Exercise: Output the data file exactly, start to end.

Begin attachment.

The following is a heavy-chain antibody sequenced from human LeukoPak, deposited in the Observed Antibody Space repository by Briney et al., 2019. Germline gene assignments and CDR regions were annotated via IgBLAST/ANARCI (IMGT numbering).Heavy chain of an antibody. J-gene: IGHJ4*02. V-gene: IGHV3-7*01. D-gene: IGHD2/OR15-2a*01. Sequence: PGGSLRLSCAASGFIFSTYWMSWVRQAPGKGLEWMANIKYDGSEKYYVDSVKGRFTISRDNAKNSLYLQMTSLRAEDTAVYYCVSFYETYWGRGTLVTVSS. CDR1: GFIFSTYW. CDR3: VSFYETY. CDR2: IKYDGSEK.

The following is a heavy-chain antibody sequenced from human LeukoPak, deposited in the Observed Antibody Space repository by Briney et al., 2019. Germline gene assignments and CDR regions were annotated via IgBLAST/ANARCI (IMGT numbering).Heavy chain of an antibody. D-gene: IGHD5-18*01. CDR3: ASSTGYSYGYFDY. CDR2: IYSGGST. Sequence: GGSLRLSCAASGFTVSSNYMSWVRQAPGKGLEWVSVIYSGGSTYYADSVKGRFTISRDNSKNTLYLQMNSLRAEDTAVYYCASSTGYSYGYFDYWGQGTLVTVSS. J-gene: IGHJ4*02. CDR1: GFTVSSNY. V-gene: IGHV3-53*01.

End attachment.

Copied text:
The following is a heavy-chain antibody sequenced from human LeukoPak, deposited in the Observed Antibody Space repository by Briney et al., 2019. Germline gene assignments and CDR regions were annotated via IgBLAST/ANARCI (IMGT numbering).Heavy chain of an antibody. J-gene: IGHJ4*02. V-gene: IGHV3-7*01. D-gene: IGHD2/OR15-2a*01. Sequence: PGGSLRLSCAASGFIFSTYWMSWVRQAPGKGLEWMANIKYDGSEKYYVDSVKGRFTISRDNAKNSLYLQMTSLRAEDTAVYYCVSFYETYWGRGTLVTVSS. CDR1: GFIFSTYW. CDR3: VSFYETY. CDR2: IKYDGSEK.

The following is a heavy-chain antibody sequenced from human LeukoPak, deposited in the Observed Antibody Space repository by Briney et al., 2019. Germline gene assignments and CDR regions were annotated via IgBLAST/ANARCI (IMGT numbering).Heavy chain of an antibody. D-gene: IGHD5-18*01. CDR3: ASSTGYSYGYFDY. CDR2: IYSGGST. Sequence: GGSLRLSCAASGFTVSSNYMSWVRQAPGKGLEWVSVIYSGGSTYYADSVKGRFTISRDNSKNTLYLQMNSLRAEDTAVYYCASSTGYSYGYFDYWGQGTLVTVSS. J-gene: IGHJ4*02. CDR1: GFTVSSNY. V-gene: IGHV3-53*01.